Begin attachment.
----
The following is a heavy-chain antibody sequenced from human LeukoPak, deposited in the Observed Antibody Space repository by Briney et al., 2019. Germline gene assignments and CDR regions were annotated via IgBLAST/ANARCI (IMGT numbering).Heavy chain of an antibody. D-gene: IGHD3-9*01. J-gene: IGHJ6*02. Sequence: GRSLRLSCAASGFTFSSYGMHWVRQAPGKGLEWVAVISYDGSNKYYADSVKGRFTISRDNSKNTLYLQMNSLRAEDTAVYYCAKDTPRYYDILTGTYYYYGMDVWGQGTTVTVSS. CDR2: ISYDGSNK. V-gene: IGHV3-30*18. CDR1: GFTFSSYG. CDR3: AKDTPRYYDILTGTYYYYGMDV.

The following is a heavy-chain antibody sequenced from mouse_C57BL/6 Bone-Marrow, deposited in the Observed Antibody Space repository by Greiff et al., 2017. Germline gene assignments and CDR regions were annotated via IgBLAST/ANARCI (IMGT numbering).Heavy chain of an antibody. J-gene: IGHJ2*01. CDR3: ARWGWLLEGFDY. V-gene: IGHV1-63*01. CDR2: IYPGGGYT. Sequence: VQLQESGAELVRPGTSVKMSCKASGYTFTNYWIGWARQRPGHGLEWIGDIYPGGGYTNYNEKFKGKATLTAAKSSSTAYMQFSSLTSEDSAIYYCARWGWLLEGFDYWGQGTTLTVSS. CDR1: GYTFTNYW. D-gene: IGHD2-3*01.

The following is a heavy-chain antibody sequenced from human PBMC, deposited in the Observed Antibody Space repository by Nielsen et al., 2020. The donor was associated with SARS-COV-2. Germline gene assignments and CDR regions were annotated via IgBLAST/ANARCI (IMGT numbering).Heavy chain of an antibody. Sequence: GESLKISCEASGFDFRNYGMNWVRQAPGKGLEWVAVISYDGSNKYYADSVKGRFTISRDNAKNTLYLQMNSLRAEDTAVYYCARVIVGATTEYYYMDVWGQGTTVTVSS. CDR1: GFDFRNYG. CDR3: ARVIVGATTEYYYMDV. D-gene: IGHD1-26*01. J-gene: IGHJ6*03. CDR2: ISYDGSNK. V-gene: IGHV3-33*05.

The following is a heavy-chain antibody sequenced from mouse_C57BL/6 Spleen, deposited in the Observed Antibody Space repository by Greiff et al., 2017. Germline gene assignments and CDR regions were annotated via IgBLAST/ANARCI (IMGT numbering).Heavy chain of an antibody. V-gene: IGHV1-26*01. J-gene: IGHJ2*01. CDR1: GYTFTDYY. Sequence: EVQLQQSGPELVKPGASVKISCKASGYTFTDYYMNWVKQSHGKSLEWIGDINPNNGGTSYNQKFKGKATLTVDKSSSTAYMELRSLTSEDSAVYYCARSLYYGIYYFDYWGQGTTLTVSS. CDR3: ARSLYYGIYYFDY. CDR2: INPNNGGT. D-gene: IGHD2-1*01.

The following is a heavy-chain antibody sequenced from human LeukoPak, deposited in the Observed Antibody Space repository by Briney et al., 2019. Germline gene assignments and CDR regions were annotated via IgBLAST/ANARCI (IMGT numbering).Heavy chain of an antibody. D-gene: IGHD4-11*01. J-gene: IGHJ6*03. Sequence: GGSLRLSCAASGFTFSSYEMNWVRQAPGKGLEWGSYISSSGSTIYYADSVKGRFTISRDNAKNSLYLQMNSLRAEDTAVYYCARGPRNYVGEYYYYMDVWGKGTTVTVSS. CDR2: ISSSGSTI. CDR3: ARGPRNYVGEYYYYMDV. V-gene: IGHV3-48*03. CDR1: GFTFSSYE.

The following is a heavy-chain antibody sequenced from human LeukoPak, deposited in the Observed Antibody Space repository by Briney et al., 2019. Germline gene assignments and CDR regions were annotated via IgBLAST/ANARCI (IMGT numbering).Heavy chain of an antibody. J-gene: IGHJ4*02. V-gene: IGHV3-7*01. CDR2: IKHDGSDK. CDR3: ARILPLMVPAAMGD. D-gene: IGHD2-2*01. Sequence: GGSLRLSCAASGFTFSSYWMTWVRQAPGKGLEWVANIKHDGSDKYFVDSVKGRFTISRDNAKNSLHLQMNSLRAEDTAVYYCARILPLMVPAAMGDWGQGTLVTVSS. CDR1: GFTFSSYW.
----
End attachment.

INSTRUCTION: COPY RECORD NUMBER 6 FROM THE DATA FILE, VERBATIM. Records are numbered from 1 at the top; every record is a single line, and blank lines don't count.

The following is a heavy-chain antibody sequenced from human LeukoPak, deposited in the Observed Antibody Space repository by Briney et al., 2019. Germline gene assignments and CDR regions were annotated via IgBLAST/ANARCI (IMGT numbering).Heavy chain of an antibody. J-gene: IGHJ4*02. V-gene: IGHV3-7*01. CDR2: IKHDGSDK. CDR3: ARILPLMVPAAMGD. D-gene: IGHD2-2*01. Sequence: GGSLRLSCAASGFTFSSYWMTWVRQAPGKGLEWVANIKHDGSDKYFVDSVKGRFTISRDNAKNSLHLQMNSLRAEDTAVYYCARILPLMVPAAMGDWGQGTLVTVSS. CDR1: GFTFSSYW.